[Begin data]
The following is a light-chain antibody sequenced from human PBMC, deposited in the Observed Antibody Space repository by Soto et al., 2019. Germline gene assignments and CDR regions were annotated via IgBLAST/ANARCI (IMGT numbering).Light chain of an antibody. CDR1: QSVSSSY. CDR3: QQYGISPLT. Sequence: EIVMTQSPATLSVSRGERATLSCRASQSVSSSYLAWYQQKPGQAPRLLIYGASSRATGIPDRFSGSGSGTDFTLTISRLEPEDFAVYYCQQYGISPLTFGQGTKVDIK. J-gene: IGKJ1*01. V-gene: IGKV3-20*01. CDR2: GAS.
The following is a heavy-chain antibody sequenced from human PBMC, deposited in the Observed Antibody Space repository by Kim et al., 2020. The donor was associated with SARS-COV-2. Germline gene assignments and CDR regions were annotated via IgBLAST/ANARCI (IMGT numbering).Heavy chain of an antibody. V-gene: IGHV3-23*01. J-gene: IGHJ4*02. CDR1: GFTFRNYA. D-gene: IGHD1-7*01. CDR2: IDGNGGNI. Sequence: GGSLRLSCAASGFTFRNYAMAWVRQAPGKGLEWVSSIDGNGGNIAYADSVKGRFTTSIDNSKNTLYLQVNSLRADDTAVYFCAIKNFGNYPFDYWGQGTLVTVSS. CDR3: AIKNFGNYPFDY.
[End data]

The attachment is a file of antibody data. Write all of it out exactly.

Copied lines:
The following is a light-chain antibody sequenced from human PBMC, deposited in the Observed Antibody Space repository by Soto et al., 2019. Germline gene assignments and CDR regions were annotated via IgBLAST/ANARCI (IMGT numbering).Light chain of an antibody. CDR1: QSVSSSY. CDR3: QQYGISPLT. Sequence: EIVMTQSPATLSVSRGERATLSCRASQSVSSSYLAWYQQKPGQAPRLLIYGASSRATGIPDRFSGSGSGTDFTLTISRLEPEDFAVYYCQQYGISPLTFGQGTKVDIK. J-gene: IGKJ1*01. V-gene: IGKV3-20*01. CDR2: GAS.
The following is a heavy-chain antibody sequenced from human PBMC, deposited in the Observed Antibody Space repository by Kim et al., 2020. The donor was associated with SARS-COV-2. Germline gene assignments and CDR regions were annotated via IgBLAST/ANARCI (IMGT numbering).Heavy chain of an antibody. V-gene: IGHV3-23*01. J-gene: IGHJ4*02. CDR1: GFTFRNYA. D-gene: IGHD1-7*01. CDR2: IDGNGGNI. Sequence: GGSLRLSCAASGFTFRNYAMAWVRQAPGKGLEWVSSIDGNGGNIAYADSVKGRFTTSIDNSKNTLYLQVNSLRADDTAVYFCAIKNFGNYPFDYWGQGTLVTVSS. CDR3: AIKNFGNYPFDY.